Ukraine and Pakistan crisis – Journal
The Russian invasion of Ukraine is an inflection point in world affairs, similar to the American opening to China in the early 1970s and the collapse of the Soviet Union in 1991. The situation unfolds . There are many imponderables, including its impact on Russia itself. Its consistency is evident but the direction is unclear. Pakistan should be concerned about what development portends for the future.
Russia has ostensibly acted to secure its periphery. It did so as a great power that puts its perceived interests first rather than showing sensitivity to the principles of state relations enshrined in the UN Charter. The invasion of Ukraine was preceded by deep differences between Moscow and the West led by Washington with the barely concealed ambition to bring into the fold of its political and security system not only the former countries of the Pact of Warsaw, but also Ukraine and Georgia which had once been Soviet. territories. President Putin has repeatedly insisted that Ukraine not be part of NATO.
The quasi-ideological foundation of this ambition was the belief in the emergence of a unipolar world led by the United States which admitted no sphere of influence, security or economic, of a rival power. For nearly three decades, the United States has enjoyed unprecedented economic and military preponderance in the world. This propelled NATO expansion to Russia’s doorstep, taking advantage of the desire of Eastern Europeans themselves albeit in violation of the reported verbal assurance given to Moscow at the time of reunification. Germany. The United States challenged Russia in the Middle East and organized the Quad by enlisting Japan and India as partners in a larger Indo-Pacific strategy. China’s economic rise and signs of a resurgent Russia are seen as a threat. Nevertheless, unipolarism was inherently destabilizing in a world moving towards multipolarity. On the other hand, the Russian invasion shows a total disregard for the principles of the United Nations Charter and international law. Russia has faced no imminent threat to justify its action which deals a crushing blow to principles-based aspirations for world peace, diplomacy and state-to-state discourse. President Putin should have exercised a number of other less blatant options apart from armed aggression against Ukraine.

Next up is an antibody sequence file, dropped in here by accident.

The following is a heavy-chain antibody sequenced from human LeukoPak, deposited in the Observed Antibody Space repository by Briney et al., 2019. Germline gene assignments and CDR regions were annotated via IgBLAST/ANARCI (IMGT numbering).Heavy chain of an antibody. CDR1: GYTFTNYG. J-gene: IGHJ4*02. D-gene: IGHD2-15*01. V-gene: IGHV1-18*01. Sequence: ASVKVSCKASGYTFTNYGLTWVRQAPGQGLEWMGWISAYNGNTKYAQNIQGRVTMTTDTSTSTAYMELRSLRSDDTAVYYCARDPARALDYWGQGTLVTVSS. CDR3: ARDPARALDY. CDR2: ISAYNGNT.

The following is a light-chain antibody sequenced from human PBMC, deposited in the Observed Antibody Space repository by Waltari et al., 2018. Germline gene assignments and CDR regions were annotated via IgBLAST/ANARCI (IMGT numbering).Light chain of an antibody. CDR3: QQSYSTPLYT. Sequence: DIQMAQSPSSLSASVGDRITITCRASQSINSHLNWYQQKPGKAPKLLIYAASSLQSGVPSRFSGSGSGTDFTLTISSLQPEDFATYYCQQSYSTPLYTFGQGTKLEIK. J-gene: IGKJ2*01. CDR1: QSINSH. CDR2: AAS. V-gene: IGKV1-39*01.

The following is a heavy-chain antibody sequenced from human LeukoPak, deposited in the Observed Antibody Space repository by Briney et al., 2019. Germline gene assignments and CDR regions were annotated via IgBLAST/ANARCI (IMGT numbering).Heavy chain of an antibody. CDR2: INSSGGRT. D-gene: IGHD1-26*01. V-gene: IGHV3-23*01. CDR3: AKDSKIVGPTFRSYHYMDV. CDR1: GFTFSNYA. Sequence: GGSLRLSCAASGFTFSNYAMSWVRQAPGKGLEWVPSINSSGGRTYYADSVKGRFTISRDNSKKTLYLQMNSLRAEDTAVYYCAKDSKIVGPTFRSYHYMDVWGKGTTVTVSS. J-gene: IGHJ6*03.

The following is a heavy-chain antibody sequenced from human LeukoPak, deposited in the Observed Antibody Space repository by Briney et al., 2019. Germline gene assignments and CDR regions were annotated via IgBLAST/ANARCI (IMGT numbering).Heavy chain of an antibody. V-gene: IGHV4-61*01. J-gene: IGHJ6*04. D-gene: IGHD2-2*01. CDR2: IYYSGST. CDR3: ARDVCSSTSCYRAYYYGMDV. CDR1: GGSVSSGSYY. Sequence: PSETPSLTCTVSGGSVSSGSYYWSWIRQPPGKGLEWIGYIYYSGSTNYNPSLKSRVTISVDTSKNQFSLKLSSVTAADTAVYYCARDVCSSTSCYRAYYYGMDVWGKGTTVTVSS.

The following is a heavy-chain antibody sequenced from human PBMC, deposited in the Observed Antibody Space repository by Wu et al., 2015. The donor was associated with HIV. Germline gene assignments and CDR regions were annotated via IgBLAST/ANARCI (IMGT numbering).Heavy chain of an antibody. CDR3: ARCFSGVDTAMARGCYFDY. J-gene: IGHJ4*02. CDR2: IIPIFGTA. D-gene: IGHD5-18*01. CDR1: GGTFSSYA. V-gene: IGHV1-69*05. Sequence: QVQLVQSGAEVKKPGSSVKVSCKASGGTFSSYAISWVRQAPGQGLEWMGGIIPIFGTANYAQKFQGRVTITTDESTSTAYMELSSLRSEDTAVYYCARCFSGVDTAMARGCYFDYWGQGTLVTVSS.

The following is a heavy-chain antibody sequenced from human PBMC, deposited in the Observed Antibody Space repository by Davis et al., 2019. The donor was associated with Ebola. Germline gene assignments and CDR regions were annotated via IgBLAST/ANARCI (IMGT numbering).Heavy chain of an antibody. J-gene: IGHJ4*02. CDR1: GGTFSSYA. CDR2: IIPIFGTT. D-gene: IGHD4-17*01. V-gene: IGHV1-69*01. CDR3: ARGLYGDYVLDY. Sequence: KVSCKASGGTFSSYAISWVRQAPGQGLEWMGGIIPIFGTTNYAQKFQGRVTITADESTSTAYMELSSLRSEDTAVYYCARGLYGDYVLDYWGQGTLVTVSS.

How has Pakistan got through this first phase of the crisis and what challenges await us?
The United States and Europe responded with the toughest economic sanctions, including the scuttling of the mega Nord Stream gas pipeline from Russia to Germany, and measures to strengthen the security of NATO’s eastern flank and support for Ukraine. Even if the security dimension remains confined to Central Europe and Ukraine, the global economic map will change with new walls blocking the free flow of dollar-based finance and trade. This portends a new world order in which, so far, the United States seems to have a strong position. Europe has moved closer to the United States than ever before.
Beyond the European theater which will now demand greater US attention, the US capacity for proactive security initiatives elsewhere, notably in Asia-Pacific, will diminish. This will increase the comfort space for China.